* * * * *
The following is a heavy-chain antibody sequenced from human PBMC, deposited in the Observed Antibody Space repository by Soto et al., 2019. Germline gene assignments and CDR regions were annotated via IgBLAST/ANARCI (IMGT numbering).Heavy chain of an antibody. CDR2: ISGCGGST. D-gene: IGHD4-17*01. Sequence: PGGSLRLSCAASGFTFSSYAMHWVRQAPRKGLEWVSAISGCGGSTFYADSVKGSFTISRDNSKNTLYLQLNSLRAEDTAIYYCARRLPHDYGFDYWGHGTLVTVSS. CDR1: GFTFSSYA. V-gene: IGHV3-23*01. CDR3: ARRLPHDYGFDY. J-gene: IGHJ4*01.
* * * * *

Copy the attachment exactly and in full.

The following is a heavy-chain antibody sequenced from human PBMC, deposited in the Observed Antibody Space repository by Soto et al., 2019. Germline gene assignments and CDR regions were annotated via IgBLAST/ANARCI (IMGT numbering).Heavy chain of an antibody. CDR2: ISGCGGST. D-gene: IGHD4-17*01. Sequence: PGGSLRLSCAASGFTFSSYAMHWVRQAPRKGLEWVSAISGCGGSTFYADSVKGSFTISRDNSKNTLYLQLNSLRAEDTAIYYCARRLPHDYGFDYWGHGTLVTVSS. CDR1: GFTFSSYA. V-gene: IGHV3-23*01. CDR3: ARRLPHDYGFDY. J-gene: IGHJ4*01.